Business & Tech


Why Donald Trump could save jobs but damage the economy

President-elect Donald Trump and Vice President-elect Mike Pence talked with factory workers last week during a visit to a Carrier factory in Indianapolis.
Evan Vucci/Associated Press
President-elect Donald Trump and Vice President-elect Mike Pence talked with factory workers last week during a visit to a Carrier factory in Indianapolis.

President-elect Donald Trump is trying to remake the American economy one business at a time. The strategy? Cajole and scold until companies everywhere decide to make more things in America.

In just the past week, Trump used some of his newfound political capital — and some taxpayer dollars — to keep Carrier Corp. from moving manufacturing jobs to Mexico from Indiana, then over the weekend he threatened to apply a 35 percent tax to every US company that shifts operations overseas.

Can it work? Well, a targeted, tough-minded approach like this raises two big concerns.


One is that it can’t actually accomplish much. Trump saved about 800 at the Indiana plant. But Indiana has lost 7,000 manufacturing jobs in the past year, and the United States lost 4,000 in the past month.

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Perhaps the bigger concern, though, is that when you try to improve the situation in one place, you sometimes make things worse elsewhere. Unintended consequences are everywhere in an economy as large and complex as ours. And when you’re focused narrowly on this or that business, you risk setting off a cascade of perverse effects.

Stay with the Indiana plant for a second. How long until other companies follow suit, threatening to leave the United States as a ploy to attract attention and get a similar package of tax breaks?

Or consider Trump’s threat of tariffs, where the risk may be even greater.

Across a series of weekend tweets, Trump said that he would impose a 35 percent tax on “any business that leaves our country for another country, fires its employees, builds a new factory or plant in the other country, and then thinks it will sell its products back into the U.S.”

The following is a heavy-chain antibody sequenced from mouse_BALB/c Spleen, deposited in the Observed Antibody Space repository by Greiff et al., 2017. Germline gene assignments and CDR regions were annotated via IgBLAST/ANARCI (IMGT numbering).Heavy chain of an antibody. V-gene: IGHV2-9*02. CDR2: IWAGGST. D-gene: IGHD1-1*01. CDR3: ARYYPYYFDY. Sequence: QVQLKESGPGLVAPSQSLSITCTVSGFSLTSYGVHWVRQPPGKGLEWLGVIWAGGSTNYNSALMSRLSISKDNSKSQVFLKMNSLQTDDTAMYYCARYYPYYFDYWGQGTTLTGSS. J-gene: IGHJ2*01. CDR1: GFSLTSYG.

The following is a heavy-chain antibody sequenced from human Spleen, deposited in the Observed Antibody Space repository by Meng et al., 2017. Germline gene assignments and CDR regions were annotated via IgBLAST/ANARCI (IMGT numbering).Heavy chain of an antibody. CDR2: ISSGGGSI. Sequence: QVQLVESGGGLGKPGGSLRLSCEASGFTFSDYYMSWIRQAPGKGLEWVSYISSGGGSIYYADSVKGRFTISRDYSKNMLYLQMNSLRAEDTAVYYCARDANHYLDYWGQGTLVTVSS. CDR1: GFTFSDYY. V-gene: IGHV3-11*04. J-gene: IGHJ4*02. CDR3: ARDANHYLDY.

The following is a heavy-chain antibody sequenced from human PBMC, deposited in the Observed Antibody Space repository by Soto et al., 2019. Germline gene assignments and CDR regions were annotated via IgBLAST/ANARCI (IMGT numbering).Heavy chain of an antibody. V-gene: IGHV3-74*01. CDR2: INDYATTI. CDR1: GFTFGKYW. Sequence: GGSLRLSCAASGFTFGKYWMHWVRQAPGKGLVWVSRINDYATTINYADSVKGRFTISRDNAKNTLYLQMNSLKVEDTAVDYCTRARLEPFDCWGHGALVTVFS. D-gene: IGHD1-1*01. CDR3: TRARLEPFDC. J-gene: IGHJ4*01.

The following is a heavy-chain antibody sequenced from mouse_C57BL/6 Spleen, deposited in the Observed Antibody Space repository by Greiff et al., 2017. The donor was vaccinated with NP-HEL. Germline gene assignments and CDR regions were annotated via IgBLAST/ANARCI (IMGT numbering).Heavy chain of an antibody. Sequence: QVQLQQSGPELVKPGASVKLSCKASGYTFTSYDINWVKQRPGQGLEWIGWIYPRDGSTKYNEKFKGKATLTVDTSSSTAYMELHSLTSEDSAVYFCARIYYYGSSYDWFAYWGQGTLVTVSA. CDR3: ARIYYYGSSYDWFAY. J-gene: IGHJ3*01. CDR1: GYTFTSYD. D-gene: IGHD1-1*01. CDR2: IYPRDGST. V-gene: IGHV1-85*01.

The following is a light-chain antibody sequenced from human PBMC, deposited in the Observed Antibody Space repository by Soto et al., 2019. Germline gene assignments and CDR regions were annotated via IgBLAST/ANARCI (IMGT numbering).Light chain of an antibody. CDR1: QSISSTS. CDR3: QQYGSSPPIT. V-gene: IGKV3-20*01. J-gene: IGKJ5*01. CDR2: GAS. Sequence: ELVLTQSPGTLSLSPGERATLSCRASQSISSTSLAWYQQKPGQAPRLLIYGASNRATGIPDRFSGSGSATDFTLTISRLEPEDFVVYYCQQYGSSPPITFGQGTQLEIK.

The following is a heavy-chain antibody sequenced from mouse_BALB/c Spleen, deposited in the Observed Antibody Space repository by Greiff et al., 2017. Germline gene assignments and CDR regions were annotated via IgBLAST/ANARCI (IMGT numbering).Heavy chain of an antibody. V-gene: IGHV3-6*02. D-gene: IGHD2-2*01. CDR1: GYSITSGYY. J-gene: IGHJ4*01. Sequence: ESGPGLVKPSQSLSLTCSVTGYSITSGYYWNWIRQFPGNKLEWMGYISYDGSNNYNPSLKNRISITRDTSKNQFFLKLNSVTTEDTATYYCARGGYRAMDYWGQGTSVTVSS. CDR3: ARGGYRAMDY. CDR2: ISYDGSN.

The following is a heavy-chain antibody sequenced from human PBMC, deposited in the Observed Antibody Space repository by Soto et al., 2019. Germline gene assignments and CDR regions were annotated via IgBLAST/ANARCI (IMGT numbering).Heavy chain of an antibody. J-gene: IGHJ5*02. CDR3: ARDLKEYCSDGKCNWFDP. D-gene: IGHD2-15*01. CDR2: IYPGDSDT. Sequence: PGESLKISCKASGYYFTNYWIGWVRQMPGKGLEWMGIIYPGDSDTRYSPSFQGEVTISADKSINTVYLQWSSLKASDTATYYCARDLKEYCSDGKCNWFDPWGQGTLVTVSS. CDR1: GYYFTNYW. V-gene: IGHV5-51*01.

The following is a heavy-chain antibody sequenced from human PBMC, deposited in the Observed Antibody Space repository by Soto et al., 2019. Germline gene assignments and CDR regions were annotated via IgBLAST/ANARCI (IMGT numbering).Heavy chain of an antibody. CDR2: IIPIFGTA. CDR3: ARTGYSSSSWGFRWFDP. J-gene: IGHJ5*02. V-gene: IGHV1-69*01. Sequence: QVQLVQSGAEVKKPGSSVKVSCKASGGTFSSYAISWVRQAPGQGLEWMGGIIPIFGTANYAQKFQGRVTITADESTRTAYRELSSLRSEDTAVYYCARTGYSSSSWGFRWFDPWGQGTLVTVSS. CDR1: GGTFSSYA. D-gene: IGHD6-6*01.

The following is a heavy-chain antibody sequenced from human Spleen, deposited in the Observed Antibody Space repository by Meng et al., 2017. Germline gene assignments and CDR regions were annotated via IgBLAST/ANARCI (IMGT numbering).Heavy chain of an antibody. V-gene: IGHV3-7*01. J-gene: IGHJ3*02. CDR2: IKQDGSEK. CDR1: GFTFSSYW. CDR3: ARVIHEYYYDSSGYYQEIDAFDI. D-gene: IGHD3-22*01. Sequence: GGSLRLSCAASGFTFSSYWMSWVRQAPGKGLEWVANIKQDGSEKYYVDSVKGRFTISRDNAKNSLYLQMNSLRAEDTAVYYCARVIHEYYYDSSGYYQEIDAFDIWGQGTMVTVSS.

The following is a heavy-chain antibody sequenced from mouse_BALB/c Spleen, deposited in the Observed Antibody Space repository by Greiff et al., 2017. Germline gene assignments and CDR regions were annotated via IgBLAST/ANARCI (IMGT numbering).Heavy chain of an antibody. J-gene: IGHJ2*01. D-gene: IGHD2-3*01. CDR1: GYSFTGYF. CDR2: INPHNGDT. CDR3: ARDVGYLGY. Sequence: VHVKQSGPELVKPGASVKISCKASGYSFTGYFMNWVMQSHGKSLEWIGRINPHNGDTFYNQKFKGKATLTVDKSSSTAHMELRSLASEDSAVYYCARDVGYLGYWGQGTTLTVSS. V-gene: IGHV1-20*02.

Now imagine you’re a company that’s thinking of building a plant in China or Vietnam. The last thing you want to do is pay a 35 percent tax to bring your goods back home. So maybe you’ll give up your plans. That’s not necessarily a good thing, if it means some other foreign firm will get to swoop in and pick up your discarded business opportunity.

Or how’s this for a workaround: why not start a totally new company, headquartered overseas? The new company won’t have to pay tariffs, because it didn’t break any of the rules about outsourcing. That’s a serious problem, because it gives American entrepreneurs and American business a reason to recast themselves as foreign entities.

Of course, the Trump administration could close this loophole, say if it decided to apply the tariff uniformly, to any company eager to ship goods to America, foreign or domestic.

Except then you might set off a trade war, where China or Europe responds to these far-reaching US tariffs with its own tariff regime, sapping global trade and ultimately making everyone poorer.

And even if Trump’s tariffs don’t start a trade war, they might still prove self-defeating. Why is that? Think of it this way. The goal of these tariffs is to stoke domestic production, which gives investors a reason to shift their money into the United States — rather than keep it in countries likely to be hurt by the new rules, such as China and Mexico. But with investor money flowing into the United States, the value of the dollar will tend to go up, which (you guessed it) ultimately hurts American manufacturers by making imports cheaper.


What’s particularly revealing about this last example is that it’s not intuitive in any way. Even for the most thoughtful non-economists, it’s virtually impossible to anticipate the backfiring chain of cause-and-effect that reaches from the pro-manufacturing ideals of Trump’s tariff to the anti-manufacturing effects of a rising dollar.

This kind of counterintuitive result happens all the time in economics. In fact, it is one of the most basic insights of the discipline: the forest is not just the sum of all trees. Macro doesn’t work like micro. And there is no straight path from “what’s good for this business” to “what’s good for the economy.”

There are parts of Trump’s platform that make room for this way of thinking, including his tax cuts, which are designed to set off a chain reaction of investment and hiring that turbo-charges the economy as a whole.

But the evidence of last week suggests that Trump’s vision is still very much grounded in a business by business, job by job, negotiation by negotiation approach to making things better for American workers.

That may benefit certain industries, or certain regions, but it doesn’t necessarily add up to a cohesive economic policy.

Already, congressional Republicans have started pushing back against Trump’s plans. But as president, he will have the power to enact certain kinds of tariffs on his own, not to mention a lot of sway over the legislative agenda.

And if you’re hoping that Trump’s vision will be expanded by far-seeing advisers, note that so far his team includes a lot of people with Wall Street credentials and real expertise in how to make individual businesses profitable — but a dearth of professional economists.

Evan Horowitz digs through data to find information that illuminates the policy issues. He can be reached at Follow him on Twitter @GlobeHorowitz.